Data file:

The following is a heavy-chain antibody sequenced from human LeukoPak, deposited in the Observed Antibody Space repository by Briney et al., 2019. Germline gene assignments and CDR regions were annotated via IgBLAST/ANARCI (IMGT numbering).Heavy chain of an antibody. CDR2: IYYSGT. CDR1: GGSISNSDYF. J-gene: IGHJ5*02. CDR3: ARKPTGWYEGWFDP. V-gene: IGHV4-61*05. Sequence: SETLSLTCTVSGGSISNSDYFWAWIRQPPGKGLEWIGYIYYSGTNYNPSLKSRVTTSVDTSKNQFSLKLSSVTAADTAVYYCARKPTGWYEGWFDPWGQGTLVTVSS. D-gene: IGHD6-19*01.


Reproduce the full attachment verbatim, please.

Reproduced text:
The following is a heavy-chain antibody sequenced from human LeukoPak, deposited in the Observed Antibody Space repository by Briney et al., 2019. Germline gene assignments and CDR regions were annotated via IgBLAST/ANARCI (IMGT numbering).Heavy chain of an antibody. CDR2: IYYSGT. CDR1: GGSISNSDYF. J-gene: IGHJ5*02. CDR3: ARKPTGWYEGWFDP. V-gene: IGHV4-61*05. Sequence: SETLSLTCTVSGGSISNSDYFWAWIRQPPGKGLEWIGYIYYSGTNYNPSLKSRVTTSVDTSKNQFSLKLSSVTAADTAVYYCARKPTGWYEGWFDPWGQGTLVTVSS. D-gene: IGHD6-19*01.